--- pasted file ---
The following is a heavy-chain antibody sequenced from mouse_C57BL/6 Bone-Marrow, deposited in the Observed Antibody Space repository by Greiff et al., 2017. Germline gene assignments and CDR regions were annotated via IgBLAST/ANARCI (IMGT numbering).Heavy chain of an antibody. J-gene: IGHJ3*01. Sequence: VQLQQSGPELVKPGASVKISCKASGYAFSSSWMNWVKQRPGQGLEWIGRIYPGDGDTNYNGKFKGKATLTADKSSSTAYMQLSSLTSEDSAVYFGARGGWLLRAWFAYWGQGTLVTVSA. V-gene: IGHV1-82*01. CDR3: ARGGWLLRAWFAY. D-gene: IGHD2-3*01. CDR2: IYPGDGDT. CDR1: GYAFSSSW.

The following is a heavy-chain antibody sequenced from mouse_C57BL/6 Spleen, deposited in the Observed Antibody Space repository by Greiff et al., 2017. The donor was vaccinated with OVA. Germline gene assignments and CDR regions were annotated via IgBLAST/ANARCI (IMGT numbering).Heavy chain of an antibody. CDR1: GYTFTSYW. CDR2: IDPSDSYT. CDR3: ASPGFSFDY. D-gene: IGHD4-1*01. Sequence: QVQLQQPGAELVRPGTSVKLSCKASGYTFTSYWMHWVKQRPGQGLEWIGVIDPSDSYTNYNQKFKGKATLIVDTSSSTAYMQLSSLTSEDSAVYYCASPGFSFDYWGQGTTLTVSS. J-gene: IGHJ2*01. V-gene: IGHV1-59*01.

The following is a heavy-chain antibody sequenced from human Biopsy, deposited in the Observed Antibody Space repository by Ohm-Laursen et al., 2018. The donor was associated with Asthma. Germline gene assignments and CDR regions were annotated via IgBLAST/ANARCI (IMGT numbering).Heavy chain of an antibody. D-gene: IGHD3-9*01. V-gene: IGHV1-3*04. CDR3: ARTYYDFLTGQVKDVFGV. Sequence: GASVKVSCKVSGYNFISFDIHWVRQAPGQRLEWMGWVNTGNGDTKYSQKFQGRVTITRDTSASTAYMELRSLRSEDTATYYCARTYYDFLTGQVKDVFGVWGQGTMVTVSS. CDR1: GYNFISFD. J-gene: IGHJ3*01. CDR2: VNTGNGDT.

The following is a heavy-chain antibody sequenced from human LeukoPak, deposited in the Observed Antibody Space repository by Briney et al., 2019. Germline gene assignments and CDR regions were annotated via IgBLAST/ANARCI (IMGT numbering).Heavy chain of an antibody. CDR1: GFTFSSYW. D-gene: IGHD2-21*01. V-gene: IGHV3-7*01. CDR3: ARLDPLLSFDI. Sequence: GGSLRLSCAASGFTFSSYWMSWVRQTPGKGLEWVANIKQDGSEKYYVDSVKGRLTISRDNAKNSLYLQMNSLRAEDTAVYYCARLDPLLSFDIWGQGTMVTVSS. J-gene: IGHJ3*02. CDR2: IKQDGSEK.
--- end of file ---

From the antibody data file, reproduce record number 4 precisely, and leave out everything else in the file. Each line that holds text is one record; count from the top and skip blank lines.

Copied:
The following is a heavy-chain antibody sequenced from human LeukoPak, deposited in the Observed Antibody Space repository by Briney et al., 2019. Germline gene assignments and CDR regions were annotated via IgBLAST/ANARCI (IMGT numbering).Heavy chain of an antibody. CDR1: GFTFSSYW. D-gene: IGHD2-21*01. V-gene: IGHV3-7*01. CDR3: ARLDPLLSFDI. Sequence: GGSLRLSCAASGFTFSSYWMSWVRQTPGKGLEWVANIKQDGSEKYYVDSVKGRLTISRDNAKNSLYLQMNSLRAEDTAVYYCARLDPLLSFDIWGQGTMVTVSS. J-gene: IGHJ3*02. CDR2: IKQDGSEK.